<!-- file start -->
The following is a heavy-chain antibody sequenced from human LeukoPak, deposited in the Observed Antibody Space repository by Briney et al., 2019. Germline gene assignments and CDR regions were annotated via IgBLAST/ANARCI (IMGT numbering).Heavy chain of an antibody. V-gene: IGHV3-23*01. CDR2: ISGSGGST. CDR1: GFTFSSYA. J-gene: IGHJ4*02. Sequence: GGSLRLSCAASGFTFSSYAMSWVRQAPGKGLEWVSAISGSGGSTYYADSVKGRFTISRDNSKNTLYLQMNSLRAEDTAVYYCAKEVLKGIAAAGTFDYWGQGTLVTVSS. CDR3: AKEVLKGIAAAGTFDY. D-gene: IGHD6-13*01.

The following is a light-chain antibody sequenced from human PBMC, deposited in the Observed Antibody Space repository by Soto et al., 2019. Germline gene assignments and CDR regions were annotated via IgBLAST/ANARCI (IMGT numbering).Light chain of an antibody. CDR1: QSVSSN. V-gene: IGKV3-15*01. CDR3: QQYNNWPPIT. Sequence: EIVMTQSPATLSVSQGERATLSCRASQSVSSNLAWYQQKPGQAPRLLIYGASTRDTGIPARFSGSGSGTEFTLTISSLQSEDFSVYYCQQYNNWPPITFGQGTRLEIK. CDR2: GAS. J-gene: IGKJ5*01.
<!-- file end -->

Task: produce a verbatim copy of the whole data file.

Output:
The following is a heavy-chain antibody sequenced from human LeukoPak, deposited in the Observed Antibody Space repository by Briney et al., 2019. Germline gene assignments and CDR regions were annotated via IgBLAST/ANARCI (IMGT numbering).Heavy chain of an antibody. V-gene: IGHV3-23*01. CDR2: ISGSGGST. CDR1: GFTFSSYA. J-gene: IGHJ4*02. Sequence: GGSLRLSCAASGFTFSSYAMSWVRQAPGKGLEWVSAISGSGGSTYYADSVKGRFTISRDNSKNTLYLQMNSLRAEDTAVYYCAKEVLKGIAAAGTFDYWGQGTLVTVSS. CDR3: AKEVLKGIAAAGTFDY. D-gene: IGHD6-13*01.

The following is a light-chain antibody sequenced from human PBMC, deposited in the Observed Antibody Space repository by Soto et al., 2019. Germline gene assignments and CDR regions were annotated via IgBLAST/ANARCI (IMGT numbering).Light chain of an antibody. CDR1: QSVSSN. V-gene: IGKV3-15*01. CDR3: QQYNNWPPIT. Sequence: EIVMTQSPATLSVSQGERATLSCRASQSVSSNLAWYQQKPGQAPRLLIYGASTRDTGIPARFSGSGSGTEFTLTISSLQSEDFSVYYCQQYNNWPPITFGQGTRLEIK. CDR2: GAS. J-gene: IGKJ5*01.